Essential Theology: the story behind the book

Added about 6 months ago by Mark Philps

Mark Philps's Kingdom Come is “an intelligent and fresh exposition of what the Christian faith is” – and it is out now. How did the author come to write the book like this?

The origins of my book go back a long way in my life. Some of the questions it addresses have been with me since I came to faith at the age of 19. Other questions arose during the course of my experience of leadership in parish ministry. In that sense, this is my attempt at writing the book I would have liked to have in my hands all those years ago when I began to study theology and then started out on professional Christian ministry. It is written in the spirit of Anselm of Canterbury: fides quaerens intellectum (faith seeking understanding).

The fact that the book originates in questions I have wrestled with personally accounts for the topics it addresses and gives it a particular kind of unity. This is a unity founded not on seeking answers to abstract theoretical questions: how many angels can dance on the head of a pin? Rather it is the unity of seeking theological answers to questions which impact how we proclaim, teach and practise Christian faith. For instance, I was taught, and for a long time I believed, that Christian hope is the hope of heaven. I was never quite satisfied with that idea, and eventually I discovered that it is a desperately truncated version of Christian hope, which in fact is hope for what Jesus called “the renewal of all things”. This is not in the ordinary sense a practical question. It's not the answer to how to organise your church's small groups, or what time the morning service should start, or how to motivate church members to give properly. But it is a question with enormous practical implications about how we proclaim the faith to unbelievers and how we teach and live that faith. If I get up in the morning believing that one day God will renew the whole cosmos, ridding it of everything that currently spoils it, that will make a difference to the way I live that day. If I get up in the morning believing that God is going to whisk me off to heaven when I die and one day ditch this world entirely—end of story, that will make a different sort of difference to the way I live that day. These are deeply practical issues.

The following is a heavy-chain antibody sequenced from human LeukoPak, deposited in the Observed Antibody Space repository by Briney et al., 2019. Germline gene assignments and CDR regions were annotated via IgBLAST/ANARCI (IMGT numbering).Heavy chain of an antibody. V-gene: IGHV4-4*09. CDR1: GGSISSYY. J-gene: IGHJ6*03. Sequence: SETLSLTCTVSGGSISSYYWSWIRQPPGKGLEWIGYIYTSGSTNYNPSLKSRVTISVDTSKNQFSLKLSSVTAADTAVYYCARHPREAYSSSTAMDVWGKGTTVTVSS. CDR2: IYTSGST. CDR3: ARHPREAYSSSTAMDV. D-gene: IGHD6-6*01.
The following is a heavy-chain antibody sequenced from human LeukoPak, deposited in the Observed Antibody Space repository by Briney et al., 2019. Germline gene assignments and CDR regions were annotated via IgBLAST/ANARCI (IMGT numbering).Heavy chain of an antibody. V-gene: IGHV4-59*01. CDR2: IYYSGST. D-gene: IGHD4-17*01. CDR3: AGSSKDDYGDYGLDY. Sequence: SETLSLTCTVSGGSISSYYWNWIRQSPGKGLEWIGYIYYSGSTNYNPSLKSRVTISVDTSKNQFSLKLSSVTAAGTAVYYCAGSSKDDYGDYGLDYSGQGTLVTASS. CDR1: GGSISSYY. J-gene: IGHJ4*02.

The book does indeed address issues which have profound practical implications. But the issues have to be tackled theologically. Two things follow from that. In the first place, it means that there has to be serious engagement with the text of Scripture, which may in itself involve some quite complex discussion, and beyond that serious engagement with what some of the great Christian thinkers of the past have taught on these things. The result is that some of the chapters in my book make significant demands on the reader; this is particularly true of the chapters on Covenant and on Christology, but I have tried to make these as comprehensible and digestible as possible. I have also included at the end of each chapter some reflections on the content of the chapter which draw out some of the practical implications. The second thing which follows from tackling issues theologically is that some readers will find themselves challenged to rethink some long-held and quite likely deeply-held convictions. I belong to the Church of England which in turn belongs to the Reformation tradition. A core belief of that tradition is that the church needs always to be open to fresh understanding of the Word of God and to reforming its life accordingly.